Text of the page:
The spectacular AZURE experiment is the latest of several missions probing the interface of Earth and space over the Arctic.
Just. Wow. What would you think if you were suddenly confronted with this sky scene? Residents of northern Norway were witness to just such an amazing sky spectacle recently on the evening of April 5th.
The launch was part of NASA's Auroral Zone Upwelling Rocket Experiment (AZURE) to study energy exchange during auroral activity. Two sounding rockets released ampules of chemicals that swirled and dissipated hundreds of miles above the ground, showing scientists the density and temperature of the atmosphere at high altitudes. The launch was also part of a larger scientific campaign spanning 2018 and 2019 to study the interactions between Earth and space using suborbital rocket launches from the Andøya Space Center and the Svalbard Rocket Range.
Two Black Brant sounding rockets launched from Andøya at 22:14 and 22:16 Universal Time (UT). The launch was scrubbed on several dates previous, as the sky conditions had to be near perfect for ground stations to observe and track the gas tracers.
The trimethyl aluminum and barium-strontium tracers were released shortly after launch at an altitude range of 114 to 241 kilometers (71 to 150 miles). The colorful clouds created by the display allow researchers to track the vertical and horizontal flow of charged and neutral particles through the upper and lower ionosphere, the region where the solar wind interfaces with the atmosphere.
AZURE is part of the Grand Challenge Initiative, one of nine missions studying the interaction between the solar wind and Earth's atmosphere in a high Arctic region known as the auroral cusp. One key mystery scientists want to address with AZURE is just how auroral energy from above might trickle down and influence the atmosphere below.
Typically, aurorae are enhanced and active near both equinoxes. The solar wind streams through fissures known as "equinox cracks," when the prevailing south-pointing field of the solar wind forms a connection with Earth's north-pointing magnetic field.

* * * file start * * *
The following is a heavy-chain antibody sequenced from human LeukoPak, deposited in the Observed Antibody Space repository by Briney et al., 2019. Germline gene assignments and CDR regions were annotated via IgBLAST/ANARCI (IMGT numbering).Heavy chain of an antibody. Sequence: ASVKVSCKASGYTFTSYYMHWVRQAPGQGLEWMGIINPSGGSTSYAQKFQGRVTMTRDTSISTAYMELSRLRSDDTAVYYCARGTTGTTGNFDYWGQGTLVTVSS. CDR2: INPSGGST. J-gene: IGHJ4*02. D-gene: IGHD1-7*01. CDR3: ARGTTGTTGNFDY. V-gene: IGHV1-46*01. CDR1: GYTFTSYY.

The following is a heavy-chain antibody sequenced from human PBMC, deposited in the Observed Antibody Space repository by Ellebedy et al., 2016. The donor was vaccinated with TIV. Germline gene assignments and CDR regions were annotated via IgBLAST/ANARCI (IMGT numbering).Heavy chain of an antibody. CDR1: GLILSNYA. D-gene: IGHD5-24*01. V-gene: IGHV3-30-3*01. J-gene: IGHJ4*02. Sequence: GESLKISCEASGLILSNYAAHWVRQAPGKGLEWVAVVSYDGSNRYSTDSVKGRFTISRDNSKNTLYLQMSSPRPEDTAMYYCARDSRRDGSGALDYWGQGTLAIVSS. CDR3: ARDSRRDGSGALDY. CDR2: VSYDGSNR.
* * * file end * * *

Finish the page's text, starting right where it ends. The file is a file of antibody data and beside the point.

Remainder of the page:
Time-lapse of @nasa AZURE mission launching 2 sounding rockets from @AndoyaSpace about 4 hours ago. They created glowing clouds (background is real aurora) to study and track the flow of particles in the ionosphere @NASA_Wallops @TamithaSkov @StormHour @chunder10 @B_Ubiquitous pic.twitter.com/sFiCCP9LdY
— Adrien Mauduit (@ADphotography24) April 6, 2019
NASA's artificial display also treated observers and photographers to an unearthly spectacle that looked like fluorescent jellyfish shooting glowing green orbs groundward. The videos and stills captured from the event look like H.G. Well's towering Martians from War of the Worlds, back for a rematch. You can just imagine the surprise, if such a display were to be carried out over a populated area such as Los Angeles!
Chasing Ghost Rockets
Suborbital rocket launches that spawned amazing sky sights have surprised the unwary before. For example, the "Ghost Rockets" of 1946, seen over Finland and Sweden, were thought to be Soviet tests of captured German V2 rockets. More recently, many observers captured an equally amazing spiral seen over Norway in 2009, which was the result of a failed Russian Bulava missile launch from the White Sea.
Aurora and atmospheric tests are also occasionally carried out from the Poker Flats Range in Alaska and NASA's Wallops Flight Facility along the Virginia coast. Astrophotographer Christopher Becke caught the amazing launch featuring a similar chemical tracer release from Wallops, which deployed similar sky tracers early on the morning of June 29, 2017.
What's Next For the Grand Challenge
AZURE may be the last launch of the season from Andøya as the long Arctic night comes to an end, but it isn't the last of the Grand Challenge Initiative. Watch for the launch of ICI-5 from Svalbard in December 2019, which looks to study GPS "hot patches" in the ionosphere, and C-REX 2, launching from Andøya in November 2019. C-REX 2 will characterize density increases in the auroral cusp. These increases can act like "potholes" to satellites passing by, often perturbing their orbits.
Looking further ahead, the Japanese Space Exploration Agency's (JAXA) SS-520-3 mission will fly from Svalbard in January 2020, characterizing the escape mechanisms for upper atmospheric ions.
Keep watching the skies . . . you just never know what sorts of bizarre sights may turn up.